- Written by Fr. Wiseman Op
“Do you not know that the holy disciples had more sense and knowledge of Him after the Master departed than before? Because they so delighted themselves in His humanity that they did not seek any more. But after His presence was parted, they gave themselves to understanding and knowing His goodness. And therefore First Truth said, ‘It is necessary that I go, otherwise the Paraclete would not come to you.’ So I say to you, there is need that I left you, in order that you give yourselves to seek God in truth and not with a means. I tell you that you will have better than before, entering within yourselves to ponder the words and the doctrine which were given you. In this way you will receive the plentitude of grace through that grace of God.” St. Catherine of Siena, Letter 164 to Monna Melina and other women who missed her presence.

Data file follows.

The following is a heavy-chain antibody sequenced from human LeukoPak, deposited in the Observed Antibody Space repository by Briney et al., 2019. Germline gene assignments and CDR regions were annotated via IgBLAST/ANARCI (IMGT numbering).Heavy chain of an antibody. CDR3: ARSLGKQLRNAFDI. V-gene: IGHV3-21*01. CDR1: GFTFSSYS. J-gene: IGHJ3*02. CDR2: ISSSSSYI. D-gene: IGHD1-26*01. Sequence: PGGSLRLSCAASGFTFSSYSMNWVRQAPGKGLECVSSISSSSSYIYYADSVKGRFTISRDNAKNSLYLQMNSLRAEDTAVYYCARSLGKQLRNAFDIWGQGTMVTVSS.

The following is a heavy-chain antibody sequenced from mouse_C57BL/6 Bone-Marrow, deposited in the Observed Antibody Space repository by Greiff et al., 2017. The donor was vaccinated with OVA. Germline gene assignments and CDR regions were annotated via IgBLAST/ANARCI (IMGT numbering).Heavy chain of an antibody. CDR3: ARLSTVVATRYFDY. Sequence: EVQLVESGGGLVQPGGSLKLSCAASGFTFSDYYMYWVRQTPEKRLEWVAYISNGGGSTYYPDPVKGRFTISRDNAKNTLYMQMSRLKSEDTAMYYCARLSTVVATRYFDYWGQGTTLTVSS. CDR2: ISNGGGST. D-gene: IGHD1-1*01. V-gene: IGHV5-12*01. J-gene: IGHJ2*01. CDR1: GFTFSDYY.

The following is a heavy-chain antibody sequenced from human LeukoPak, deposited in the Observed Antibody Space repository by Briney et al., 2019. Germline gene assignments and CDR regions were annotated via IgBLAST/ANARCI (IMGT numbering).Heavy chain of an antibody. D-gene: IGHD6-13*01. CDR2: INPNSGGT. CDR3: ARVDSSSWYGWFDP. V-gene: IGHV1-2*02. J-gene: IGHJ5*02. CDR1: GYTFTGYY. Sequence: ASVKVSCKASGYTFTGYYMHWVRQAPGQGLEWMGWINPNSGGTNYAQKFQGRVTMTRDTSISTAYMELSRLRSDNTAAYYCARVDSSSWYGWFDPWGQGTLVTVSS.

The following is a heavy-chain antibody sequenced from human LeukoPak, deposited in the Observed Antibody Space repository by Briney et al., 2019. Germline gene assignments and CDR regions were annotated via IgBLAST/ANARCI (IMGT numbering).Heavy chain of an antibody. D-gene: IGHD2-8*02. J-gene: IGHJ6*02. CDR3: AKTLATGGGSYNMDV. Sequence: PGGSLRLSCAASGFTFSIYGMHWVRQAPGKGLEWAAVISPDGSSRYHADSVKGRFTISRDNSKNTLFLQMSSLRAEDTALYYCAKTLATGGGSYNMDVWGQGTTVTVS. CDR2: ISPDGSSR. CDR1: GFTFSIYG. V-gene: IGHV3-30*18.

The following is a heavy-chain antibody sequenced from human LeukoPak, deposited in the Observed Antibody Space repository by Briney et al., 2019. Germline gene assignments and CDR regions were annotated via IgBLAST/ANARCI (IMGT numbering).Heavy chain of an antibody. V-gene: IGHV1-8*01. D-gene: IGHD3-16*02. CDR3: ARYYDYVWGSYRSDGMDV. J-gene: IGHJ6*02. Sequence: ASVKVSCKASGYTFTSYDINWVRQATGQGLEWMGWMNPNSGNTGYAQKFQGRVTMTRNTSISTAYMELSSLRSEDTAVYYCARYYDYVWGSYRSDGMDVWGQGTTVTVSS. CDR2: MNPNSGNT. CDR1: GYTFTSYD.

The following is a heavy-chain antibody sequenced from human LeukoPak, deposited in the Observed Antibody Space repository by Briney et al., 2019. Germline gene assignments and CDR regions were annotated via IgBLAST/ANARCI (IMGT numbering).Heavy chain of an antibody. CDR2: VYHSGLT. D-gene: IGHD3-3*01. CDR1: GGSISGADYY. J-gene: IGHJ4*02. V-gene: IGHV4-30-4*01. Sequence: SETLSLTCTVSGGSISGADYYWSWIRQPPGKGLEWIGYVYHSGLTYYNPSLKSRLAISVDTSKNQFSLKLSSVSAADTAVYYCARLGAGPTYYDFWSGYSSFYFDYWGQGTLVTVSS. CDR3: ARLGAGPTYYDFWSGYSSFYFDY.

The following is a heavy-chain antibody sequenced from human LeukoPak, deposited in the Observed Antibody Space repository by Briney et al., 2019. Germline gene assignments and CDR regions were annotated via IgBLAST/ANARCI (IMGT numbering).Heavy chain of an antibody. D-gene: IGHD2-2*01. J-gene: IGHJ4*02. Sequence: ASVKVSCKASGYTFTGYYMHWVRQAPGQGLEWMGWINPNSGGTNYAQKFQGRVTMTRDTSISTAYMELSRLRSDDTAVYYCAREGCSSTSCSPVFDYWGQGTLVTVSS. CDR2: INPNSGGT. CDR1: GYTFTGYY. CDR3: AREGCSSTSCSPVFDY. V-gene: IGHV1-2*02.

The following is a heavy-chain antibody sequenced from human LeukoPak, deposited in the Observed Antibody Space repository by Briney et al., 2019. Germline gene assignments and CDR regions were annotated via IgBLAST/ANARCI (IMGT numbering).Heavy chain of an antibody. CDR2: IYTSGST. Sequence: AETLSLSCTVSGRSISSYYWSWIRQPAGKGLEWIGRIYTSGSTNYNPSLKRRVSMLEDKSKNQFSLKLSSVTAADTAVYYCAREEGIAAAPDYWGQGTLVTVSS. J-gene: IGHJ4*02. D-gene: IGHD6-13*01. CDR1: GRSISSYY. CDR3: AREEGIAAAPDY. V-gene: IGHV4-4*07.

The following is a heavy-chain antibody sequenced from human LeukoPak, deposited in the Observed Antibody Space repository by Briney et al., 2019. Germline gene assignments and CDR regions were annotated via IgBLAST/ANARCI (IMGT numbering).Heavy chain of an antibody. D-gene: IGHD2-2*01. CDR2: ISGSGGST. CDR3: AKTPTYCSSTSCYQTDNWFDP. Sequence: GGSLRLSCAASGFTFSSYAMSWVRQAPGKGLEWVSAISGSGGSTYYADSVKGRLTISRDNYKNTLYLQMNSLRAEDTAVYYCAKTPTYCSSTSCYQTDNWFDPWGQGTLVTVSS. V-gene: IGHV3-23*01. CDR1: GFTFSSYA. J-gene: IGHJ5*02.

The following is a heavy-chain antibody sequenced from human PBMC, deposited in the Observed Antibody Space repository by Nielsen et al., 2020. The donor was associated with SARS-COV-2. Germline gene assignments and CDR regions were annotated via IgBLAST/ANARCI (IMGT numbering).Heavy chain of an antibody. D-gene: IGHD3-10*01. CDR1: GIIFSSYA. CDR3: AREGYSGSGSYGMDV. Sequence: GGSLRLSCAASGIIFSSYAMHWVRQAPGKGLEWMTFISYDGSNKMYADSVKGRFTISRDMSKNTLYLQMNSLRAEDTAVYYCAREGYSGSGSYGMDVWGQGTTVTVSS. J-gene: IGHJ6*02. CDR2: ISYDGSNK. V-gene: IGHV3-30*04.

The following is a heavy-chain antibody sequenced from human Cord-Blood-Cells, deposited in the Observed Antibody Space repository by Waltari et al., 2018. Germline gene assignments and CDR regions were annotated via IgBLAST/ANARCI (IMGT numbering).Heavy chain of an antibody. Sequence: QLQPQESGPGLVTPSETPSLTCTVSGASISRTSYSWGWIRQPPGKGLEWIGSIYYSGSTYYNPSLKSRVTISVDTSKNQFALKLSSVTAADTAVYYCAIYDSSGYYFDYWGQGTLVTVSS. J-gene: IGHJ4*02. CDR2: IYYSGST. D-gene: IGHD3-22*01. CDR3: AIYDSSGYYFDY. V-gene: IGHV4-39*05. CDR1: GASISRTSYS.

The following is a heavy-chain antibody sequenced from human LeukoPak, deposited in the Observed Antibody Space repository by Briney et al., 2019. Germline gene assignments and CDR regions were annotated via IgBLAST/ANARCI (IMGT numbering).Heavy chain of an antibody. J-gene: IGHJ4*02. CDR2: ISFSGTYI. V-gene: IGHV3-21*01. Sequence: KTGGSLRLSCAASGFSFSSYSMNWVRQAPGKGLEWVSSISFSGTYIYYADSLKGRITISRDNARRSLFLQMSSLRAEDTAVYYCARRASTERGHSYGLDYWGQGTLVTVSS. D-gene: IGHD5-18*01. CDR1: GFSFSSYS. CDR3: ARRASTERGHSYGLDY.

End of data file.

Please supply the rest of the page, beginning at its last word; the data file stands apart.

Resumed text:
“Then He promises that they will be instructed by the coming of the Holy Spirit, who will teach them all truth. For since the Holy Spirit is from Truth, it is appropriate that the Spirit teach the truth, and make those He teaches like the one who sent Him. He says, all the truth, that is, the truth of the faith. He will teach them to have a better understanding of this truth in this life, and a fullness of understanding in eternal life, where we will know as we are known (cf 1 Cor 13:12)… (2102)
Now He excludes a difficulty which could have arisen. If the Holy Spirit will teach them, it seems that He is greater than Christ. This is not true, because the Spirit will teach them by the power of the Father and the Son, for He will not speak from Himself, but from Me, because He will be from Me. Just as the Son does not act from Himself but from the Father, so the Holy Spirit, because He is from another, that is, from the Father and the Son, will not speak from Himself, but whatever He will hear by receiving knowledge as well as His essence from eternity, He will speak, not in a bodily way but by enlightening your minds from within: ‘I will bring her into the wilderness, and speak tenderly to her’ (Hos 2:14); ‘Let me hear what God the Lord will speak’ (Ps 85:8) (2103).